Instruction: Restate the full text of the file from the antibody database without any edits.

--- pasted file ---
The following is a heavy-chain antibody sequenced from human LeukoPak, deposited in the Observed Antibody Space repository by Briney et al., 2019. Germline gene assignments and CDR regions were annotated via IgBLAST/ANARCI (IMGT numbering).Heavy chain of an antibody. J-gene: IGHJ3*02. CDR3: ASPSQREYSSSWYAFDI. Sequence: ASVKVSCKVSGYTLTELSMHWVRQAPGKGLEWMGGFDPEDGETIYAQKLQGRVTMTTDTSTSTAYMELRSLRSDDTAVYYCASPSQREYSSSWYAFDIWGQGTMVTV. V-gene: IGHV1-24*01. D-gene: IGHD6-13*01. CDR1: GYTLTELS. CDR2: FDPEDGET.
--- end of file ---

The following is a heavy-chain antibody sequenced from human LeukoPak, deposited in the Observed Antibody Space repository by Briney et al., 2019. Germline gene assignments and CDR regions were annotated via IgBLAST/ANARCI (IMGT numbering).Heavy chain of an antibody. J-gene: IGHJ3*02. CDR3: ASPSQREYSSSWYAFDI. Sequence: ASVKVSCKVSGYTLTELSMHWVRQAPGKGLEWMGGFDPEDGETIYAQKLQGRVTMTTDTSTSTAYMELRSLRSDDTAVYYCASPSQREYSSSWYAFDIWGQGTMVTV. V-gene: IGHV1-24*01. D-gene: IGHD6-13*01. CDR1: GYTLTELS. CDR2: FDPEDGET.